It was only fitting, his friends thought, that Jack Skuce died while reading The Washington Post at his breakfast table on Sunday morning. Devouring politics and Washington gossip was his favorite sport. Skuce succumbed to a heart ailment in his most recent home, in Shepherdstown, W.Va., but he was never far from the tumult and politics of Washington, where he knew ambassadors and senators, artists and writers, society matrons--everyone from the old elite to the latest avant-garde renegade artist and youngest new writing talent. Or perhaps it should be said, they knew him.

"The last of the great raconteurs," said artist Bill Dunlap, a longtime friend. Skuce was neither rich nor famous but twice as fascinating as most who were. His serious endeavors in politics and on behalf of the arts and culture were impressive--as a senior associate for the National Endowment for the Arts, he twisted the arms of corporate moguls, he produced festivals and historic commemorations that won international praise, he worked toward electing presidents. But it was his quick wit, voracious memory and zest for life that captivated everyone.

His stories, with their long and looping trajectories, ranged far and wide. He told of sitting on Franklin Roosevelt's lap as a child when the president visited Skuce's father, an ardent New Dealer, forester and conservationist in West Virginia. Of fleeing China--on a specially commandeered military plane, the way he told it--in 1949 during the communist take over, with his mother, diplomat father and faithful Doberman pinscher, Lark. Of introducing an unknown peanut farmer to his influential friends in the arts in San Francisco, then later setting up that same peanut farmer's inaugural prayer breakfast at the Capitol.

"His one-liners were the fabric of our lives," recalled Tina Loughran, who knew him from early childhood as the daughter of Skuce's close friends, Katharine and John Loughran, the former ambassador to Somalia.

Meryle Secrest, biographer of Stephen Sondheim, Frank Lloyd Wright and Leonard Bernstein, remembers his unique turns of phrase. She recalled Skuce describing a trip down a snow-covered hill in which the car slipped and lurched. "Jack said he drove the car down the hill 'on the bias.' "

In a gray world of Washington he was mercifully flamboyant, given to wearing a cape with a red lining or a shocking pink sports jacket, unconcerned at the heads that turned. His friends refer to an "almost Old World grace." The novelist Mary Lee Settle, who was founder of the PEN-Faulkner awards, said Skuce was "my gossip in the best sense. Totally benign. Totally fascinated in life."

The serious side of Skuce was acknowledged by Livingston Biddle, a former chairman of the NEA. "Jack helped me get corporate support for the arts. He was very successful, very able, extremely committed and made many friends for the arts."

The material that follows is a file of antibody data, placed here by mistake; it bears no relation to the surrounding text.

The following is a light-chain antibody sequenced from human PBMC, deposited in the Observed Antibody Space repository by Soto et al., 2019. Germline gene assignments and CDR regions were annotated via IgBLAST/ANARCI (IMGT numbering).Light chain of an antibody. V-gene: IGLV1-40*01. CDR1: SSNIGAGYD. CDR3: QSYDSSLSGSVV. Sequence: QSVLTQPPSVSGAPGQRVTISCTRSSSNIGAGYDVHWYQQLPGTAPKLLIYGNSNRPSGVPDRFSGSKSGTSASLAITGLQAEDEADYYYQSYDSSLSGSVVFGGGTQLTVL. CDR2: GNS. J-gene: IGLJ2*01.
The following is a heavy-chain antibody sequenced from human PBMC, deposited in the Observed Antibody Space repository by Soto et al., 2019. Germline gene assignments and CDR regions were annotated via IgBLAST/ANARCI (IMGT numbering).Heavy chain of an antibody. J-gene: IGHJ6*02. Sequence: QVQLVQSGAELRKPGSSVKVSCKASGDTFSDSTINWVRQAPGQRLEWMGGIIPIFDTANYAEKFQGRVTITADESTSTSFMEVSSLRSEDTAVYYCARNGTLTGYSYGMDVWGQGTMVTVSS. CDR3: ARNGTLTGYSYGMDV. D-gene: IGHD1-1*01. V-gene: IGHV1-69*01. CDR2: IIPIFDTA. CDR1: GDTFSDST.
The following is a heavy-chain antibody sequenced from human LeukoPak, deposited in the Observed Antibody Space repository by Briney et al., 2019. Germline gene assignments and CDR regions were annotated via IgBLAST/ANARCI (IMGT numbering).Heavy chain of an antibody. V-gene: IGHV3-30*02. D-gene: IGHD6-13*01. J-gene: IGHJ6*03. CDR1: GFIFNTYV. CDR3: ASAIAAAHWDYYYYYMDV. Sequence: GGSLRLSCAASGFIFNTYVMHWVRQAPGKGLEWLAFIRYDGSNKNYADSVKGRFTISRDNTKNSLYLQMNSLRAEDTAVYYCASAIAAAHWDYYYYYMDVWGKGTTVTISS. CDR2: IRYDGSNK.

And Jim Lehrer, the TV commentator and novelist who owns a home near Shepherdstown, recalls, "I always marveled at how Jack fell in love with the old opera house there and used his money, energy and excited commitment to bring it back so people could enjoy movies in it. There was no money to be gained; in fact, it cost him his shirt, but he was so dedicated to do that."

Skuce had a great affection for Shepherdstown. In 1992 he convinced a Russian TV producer that it was the ideal village for a documentary on American life--with Skuce starring. It was seen by millions of Russians.

Life to Skuce was, of course, more serious than just parties, and he had more than just a talent to amuse. Lasting friendships are not forged on amusement alone and Skuce was therefore friends in the roughest of times.

But no one could overlook the joy of mingling with others, which threaded through Skuce's life. He was born in West Virginia and always said his first memory was of slipping down the steps into the living room of a grand Victorian house in Charleston in 1932, as his parents and friends celebrated the election of FDR. He remembered sampling what they were drinking, something "that had bubbles in it."

With a perfect pause, Skuce would add, "I was 3. And that was my first hangover."

After undergraduate days at Nanking University in China and Goddard College in Vermont, Skuce was smitten with politics. He became director of research and a reporter at the Congressional Quarterly in 1953, then left to study in 1956 at the London School of Economics. He returned to CQ, where he remained until 1968.

Executive editor Tom Schroth recalled, "Jack knew everything about Washington, Congress, and all of the people."

A colleague from those days, David Broder, now of The Washington Post, said, "At CQ, as in every other stage of his life, Jack became the maitre d', the morale officer of the ship and organizer of parties, in addition to all his other work."

There was to have been a party on Sunday, this time for Jack Skuce himself--a surprise party to celebrate his 70th birthday. There will, instead, be a memorial service in Shepherdstown. But afterward, glasses will be raised in a toast to an unforgettable friend.

CAPTION: Jack Skuce, who died Sunday, was known for his quick wit, voracious memory and zest for life.